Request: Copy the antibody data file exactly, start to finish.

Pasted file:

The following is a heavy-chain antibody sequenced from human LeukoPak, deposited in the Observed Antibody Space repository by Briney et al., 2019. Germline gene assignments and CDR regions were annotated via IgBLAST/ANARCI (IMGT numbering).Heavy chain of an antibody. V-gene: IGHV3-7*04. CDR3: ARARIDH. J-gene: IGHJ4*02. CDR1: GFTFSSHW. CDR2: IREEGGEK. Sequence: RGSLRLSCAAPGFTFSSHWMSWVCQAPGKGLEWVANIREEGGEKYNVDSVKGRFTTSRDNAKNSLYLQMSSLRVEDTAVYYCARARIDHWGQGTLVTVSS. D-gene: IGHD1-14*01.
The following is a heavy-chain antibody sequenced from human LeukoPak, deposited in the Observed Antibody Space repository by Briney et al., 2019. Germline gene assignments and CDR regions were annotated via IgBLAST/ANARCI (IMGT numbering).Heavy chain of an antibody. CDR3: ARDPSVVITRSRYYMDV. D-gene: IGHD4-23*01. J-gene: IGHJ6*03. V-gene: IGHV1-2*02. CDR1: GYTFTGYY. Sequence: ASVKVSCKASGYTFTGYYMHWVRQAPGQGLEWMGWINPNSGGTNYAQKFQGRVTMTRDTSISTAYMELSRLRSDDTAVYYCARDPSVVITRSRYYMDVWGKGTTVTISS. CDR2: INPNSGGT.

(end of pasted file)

The following is a heavy-chain antibody sequenced from human LeukoPak, deposited in the Observed Antibody Space repository by Briney et al., 2019. Germline gene assignments and CDR regions were annotated via IgBLAST/ANARCI (IMGT numbering).Heavy chain of an antibody. V-gene: IGHV3-7*04. CDR3: ARARIDH. J-gene: IGHJ4*02. CDR1: GFTFSSHW. CDR2: IREEGGEK. Sequence: RGSLRLSCAAPGFTFSSHWMSWVCQAPGKGLEWVANIREEGGEKYNVDSVKGRFTTSRDNAKNSLYLQMSSLRVEDTAVYYCARARIDHWGQGTLVTVSS. D-gene: IGHD1-14*01.
The following is a heavy-chain antibody sequenced from human LeukoPak, deposited in the Observed Antibody Space repository by Briney et al., 2019. Germline gene assignments and CDR regions were annotated via IgBLAST/ANARCI (IMGT numbering).Heavy chain of an antibody. CDR3: ARDPSVVITRSRYYMDV. D-gene: IGHD4-23*01. J-gene: IGHJ6*03. V-gene: IGHV1-2*02. CDR1: GYTFTGYY. Sequence: ASVKVSCKASGYTFTGYYMHWVRQAPGQGLEWMGWINPNSGGTNYAQKFQGRVTMTRDTSISTAYMELSRLRSDDTAVYYCARDPSVVITRSRYYMDVWGKGTTVTISS. CDR2: INPNSGGT.